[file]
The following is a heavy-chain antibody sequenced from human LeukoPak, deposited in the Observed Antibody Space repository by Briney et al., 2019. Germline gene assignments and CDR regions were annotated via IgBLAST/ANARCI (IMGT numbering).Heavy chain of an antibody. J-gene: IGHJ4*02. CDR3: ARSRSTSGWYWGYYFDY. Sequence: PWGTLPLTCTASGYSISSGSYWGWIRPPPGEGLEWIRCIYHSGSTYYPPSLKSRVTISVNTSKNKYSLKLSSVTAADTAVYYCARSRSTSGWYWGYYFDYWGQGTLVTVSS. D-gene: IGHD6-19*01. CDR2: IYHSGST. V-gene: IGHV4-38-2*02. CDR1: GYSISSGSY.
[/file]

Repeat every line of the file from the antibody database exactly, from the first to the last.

The following is a heavy-chain antibody sequenced from human LeukoPak, deposited in the Observed Antibody Space repository by Briney et al., 2019. Germline gene assignments and CDR regions were annotated via IgBLAST/ANARCI (IMGT numbering).Heavy chain of an antibody. J-gene: IGHJ4*02. CDR3: ARSRSTSGWYWGYYFDY. Sequence: PWGTLPLTCTASGYSISSGSYWGWIRPPPGEGLEWIRCIYHSGSTYYPPSLKSRVTISVNTSKNKYSLKLSSVTAADTAVYYCARSRSTSGWYWGYYFDYWGQGTLVTVSS. D-gene: IGHD6-19*01. CDR2: IYHSGST. V-gene: IGHV4-38-2*02. CDR1: GYSISSGSY.